There was that look again. It was time to come clean.
"The winner makes the playoffs. The playoffs, Jen. That's three wins from the Super Bowl. I really want to see it."
"Then why didn't you just say so in the first place?"
I shrugged. "Honesty? Last resort? Remember?"
She smiled. "Tell me about it." That was sort of a catchphrase she used whenever someone told her something she already knew, which was pretty often.
Jen agreed that the game was not to be missed, so she called her mother and told her we'd be there on Monday. It wasn't a big deal, since we'd been invited for Christmas, which was Friday. Her parents lived in Ardmore, a small town about two hours from our apartment in Manhattan on the Upper West Side. We had a two-bedroom on the thirty-third floor of a building called the Montana, on Eighty-seventh and Broadway. If there is a piece of real estate in the world that should not be called Montana, it is that one.
Jen had told me a couple of weeks before that her parents were excited to meet me, that I was the first boyfriend she had ever brought home. As always, it was jarring to hear her call me a "boyfriend"; we seemed to be so much more than that. I think on some level that's why I bought a ring and planned to ask her to marry me the following week. If she accepted, and I anticipated that she would, I would instantly make the quantum leap from "boyfriend" to "fiancé."
In a matter of hours after first meeting Jen I had regressed from independent twenty-nine-year-old male, unwilling (or afraid, if some of my dates were to be believed) to make a commitment, to pathetic twenty-nine-year-old puppy, panicked that she wouldn't like me. My amazement that she did, that in fact she grew to love me, was not modesty, false or otherwise. The simple truth was that Jen could have had absolutely anyone she wanted, and she chose me. It was the kind of situation for which the word "hallelujah!" was coined.
Jen moved into my apartment four months after we met. We chose mine because it was bigger, and because I owned it, while she was just renting. In a matter of hours, the apartment went from a place completely devoid of personality to a real home. When Jen got finished with it, my impersonal group of rooms had become the kind of home the Waltons would beg to spend Thanksgiving in.
Jen even liked my friends, few in number as they were. Don't misunderstand, for the most part my friends are intelligent, successful people. They may have their faults, but there's not a terrorist in the bunch, and the world would be a better place if their level of goodness prevailed everywhere. But as a group, we have one flaw; we argue about everything. They are heated, sometimes stimulating, sometimes childish debates about a wide range of topics from sports to politics to people, and the truth is, most outsiders find it a little off-putting.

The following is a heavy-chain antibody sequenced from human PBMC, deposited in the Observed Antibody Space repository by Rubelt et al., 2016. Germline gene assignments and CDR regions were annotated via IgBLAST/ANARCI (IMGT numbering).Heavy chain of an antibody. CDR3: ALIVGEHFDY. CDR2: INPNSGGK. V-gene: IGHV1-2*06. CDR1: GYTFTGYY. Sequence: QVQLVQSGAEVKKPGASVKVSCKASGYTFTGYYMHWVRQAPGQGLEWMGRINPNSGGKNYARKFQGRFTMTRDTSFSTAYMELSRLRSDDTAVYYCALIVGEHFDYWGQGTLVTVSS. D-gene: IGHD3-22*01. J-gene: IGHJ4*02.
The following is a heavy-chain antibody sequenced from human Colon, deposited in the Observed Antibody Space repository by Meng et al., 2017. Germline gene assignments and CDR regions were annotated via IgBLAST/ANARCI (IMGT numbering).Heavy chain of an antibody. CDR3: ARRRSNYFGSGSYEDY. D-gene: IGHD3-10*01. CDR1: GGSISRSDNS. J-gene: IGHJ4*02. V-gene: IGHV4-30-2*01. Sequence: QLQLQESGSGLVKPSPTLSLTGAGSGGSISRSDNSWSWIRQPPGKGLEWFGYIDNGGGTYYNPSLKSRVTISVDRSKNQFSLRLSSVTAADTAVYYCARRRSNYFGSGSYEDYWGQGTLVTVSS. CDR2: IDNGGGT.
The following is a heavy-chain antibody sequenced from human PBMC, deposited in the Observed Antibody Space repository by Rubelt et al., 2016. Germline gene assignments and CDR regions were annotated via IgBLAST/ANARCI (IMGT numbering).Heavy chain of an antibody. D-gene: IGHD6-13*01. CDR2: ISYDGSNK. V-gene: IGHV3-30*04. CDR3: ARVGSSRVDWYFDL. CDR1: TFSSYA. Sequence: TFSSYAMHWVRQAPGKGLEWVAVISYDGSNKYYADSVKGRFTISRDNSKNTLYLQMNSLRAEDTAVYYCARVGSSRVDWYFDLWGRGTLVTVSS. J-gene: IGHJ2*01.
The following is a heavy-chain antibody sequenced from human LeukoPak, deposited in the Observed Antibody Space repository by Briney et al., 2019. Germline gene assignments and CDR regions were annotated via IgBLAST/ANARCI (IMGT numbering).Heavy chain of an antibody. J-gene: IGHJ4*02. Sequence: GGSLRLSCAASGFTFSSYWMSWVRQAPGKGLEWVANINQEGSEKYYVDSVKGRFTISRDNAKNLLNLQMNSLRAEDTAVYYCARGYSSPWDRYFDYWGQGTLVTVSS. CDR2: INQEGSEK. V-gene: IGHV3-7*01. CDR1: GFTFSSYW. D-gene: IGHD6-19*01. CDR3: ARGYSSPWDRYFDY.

Since I had only arrived in town three months before meeting Jen, I had only had time to develop two close friendships. I had met both John Sucich and Willie Citrin playing basketball at the Y, and discovered we all had a love of politics, sports, and women. Not necessarily in that order.
Jen was an insider from day one, and one particular night was a perfect example as to why. We went out to the Legends Sports Bar to have dinner and watch the Knicks-76ers game. John and Willie brought along dates, who in my mind were named Somebody and Whoever. For both John and Willie, two dates was a long-term relationship, so I didn't spend too much time memorizing the women's names. I knew it was dehumanizing, but I figured that if they didn't want to be dehumanized, what the hell were they doing with John and Willie?
That night we were arguing about the death penalty, a frequent topic. John and Willie were for it; I am so strongly against it that I once wrote a series of articles advocating my position. As always, they told me that if my sister were murdered I'd feel differently. I don't have a sister, but they'd probably killed her off fifty times. Jen was on their side; this was a woman who quite literally wouldn't harm a fly, but would apparently toast a convicted murderer or rapist without thinking twice.
I neither won nor lost the argument — in fact, the one common thread through all our arguments was that no one ever won or lost. Not a single time in my memory had anyone been convinced to change a position, no matter how stupid that position might be. But I could always tell when Willie and John were unhappy with how things were going, because they would say that they were fed up with my "Ivy League bullshit," as if my having gone to the University of Pennsylvania disqualified me from having a legitimate point of view.
Our second argument this night was about third basemen. It was and is my opinion that Mike Schmidt is the best all-around third baseman ever to play the game. John went with Brooks Robinson, while Willie picked Pie Traynor. Now, I'm sure Pie was great, but he was sucking dirt for about fifty years before Willie was born, so Willie's position was inherently uninformed. You could always tell the guy with the inherently uninformed position; he was the one who yelled the loudest.